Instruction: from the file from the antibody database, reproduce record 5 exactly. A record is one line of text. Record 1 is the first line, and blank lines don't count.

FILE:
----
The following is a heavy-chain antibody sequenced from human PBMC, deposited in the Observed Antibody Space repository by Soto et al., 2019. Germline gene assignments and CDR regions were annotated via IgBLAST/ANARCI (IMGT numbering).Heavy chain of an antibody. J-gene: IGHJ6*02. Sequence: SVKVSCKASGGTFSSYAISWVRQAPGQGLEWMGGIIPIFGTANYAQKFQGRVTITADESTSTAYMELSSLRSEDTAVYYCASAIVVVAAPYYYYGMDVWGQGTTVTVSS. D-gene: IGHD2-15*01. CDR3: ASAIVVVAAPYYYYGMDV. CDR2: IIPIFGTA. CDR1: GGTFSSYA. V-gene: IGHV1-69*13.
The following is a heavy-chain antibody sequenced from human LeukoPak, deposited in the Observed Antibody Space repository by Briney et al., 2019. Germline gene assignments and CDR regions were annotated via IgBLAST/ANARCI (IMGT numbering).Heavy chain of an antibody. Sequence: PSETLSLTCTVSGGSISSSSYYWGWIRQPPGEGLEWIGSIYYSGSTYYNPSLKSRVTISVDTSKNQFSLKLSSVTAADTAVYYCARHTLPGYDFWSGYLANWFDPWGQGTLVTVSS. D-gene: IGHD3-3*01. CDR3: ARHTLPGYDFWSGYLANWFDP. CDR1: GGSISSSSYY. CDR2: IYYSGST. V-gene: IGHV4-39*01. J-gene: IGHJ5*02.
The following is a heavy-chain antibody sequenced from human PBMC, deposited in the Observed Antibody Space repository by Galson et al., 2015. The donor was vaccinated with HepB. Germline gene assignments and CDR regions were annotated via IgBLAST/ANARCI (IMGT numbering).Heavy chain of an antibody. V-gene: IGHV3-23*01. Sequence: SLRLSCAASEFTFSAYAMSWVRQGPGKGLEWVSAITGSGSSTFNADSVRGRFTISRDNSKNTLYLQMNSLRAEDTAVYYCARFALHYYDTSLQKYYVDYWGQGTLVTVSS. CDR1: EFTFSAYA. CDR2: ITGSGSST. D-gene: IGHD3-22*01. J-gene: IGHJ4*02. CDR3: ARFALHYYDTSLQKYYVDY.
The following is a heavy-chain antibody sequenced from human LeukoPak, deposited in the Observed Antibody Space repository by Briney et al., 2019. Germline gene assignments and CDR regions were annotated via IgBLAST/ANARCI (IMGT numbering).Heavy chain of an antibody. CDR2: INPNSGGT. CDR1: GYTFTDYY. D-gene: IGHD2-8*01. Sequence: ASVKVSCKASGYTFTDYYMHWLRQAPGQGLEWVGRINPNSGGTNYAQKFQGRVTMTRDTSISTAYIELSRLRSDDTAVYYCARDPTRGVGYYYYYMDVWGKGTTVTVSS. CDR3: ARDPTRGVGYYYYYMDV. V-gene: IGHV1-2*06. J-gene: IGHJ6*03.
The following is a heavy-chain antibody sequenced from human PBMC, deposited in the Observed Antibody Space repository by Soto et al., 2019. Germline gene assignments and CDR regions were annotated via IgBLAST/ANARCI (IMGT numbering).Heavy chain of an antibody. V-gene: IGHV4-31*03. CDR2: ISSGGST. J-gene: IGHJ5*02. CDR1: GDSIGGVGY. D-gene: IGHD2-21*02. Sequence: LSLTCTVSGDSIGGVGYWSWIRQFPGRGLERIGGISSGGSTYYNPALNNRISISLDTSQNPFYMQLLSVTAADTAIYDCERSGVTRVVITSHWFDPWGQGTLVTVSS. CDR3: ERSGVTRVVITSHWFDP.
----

The following is a heavy-chain antibody sequenced from human PBMC, deposited in the Observed Antibody Space repository by Soto et al., 2019. Germline gene assignments and CDR regions were annotated via IgBLAST/ANARCI (IMGT numbering).Heavy chain of an antibody. V-gene: IGHV4-31*03. CDR2: ISSGGST. J-gene: IGHJ5*02. CDR1: GDSIGGVGY. D-gene: IGHD2-21*02. Sequence: LSLTCTVSGDSIGGVGYWSWIRQFPGRGLERIGGISSGGSTYYNPALNNRISISLDTSQNPFYMQLLSVTAADTAIYDCERSGVTRVVITSHWFDPWGQGTLVTVSS. CDR3: ERSGVTRVVITSHWFDP.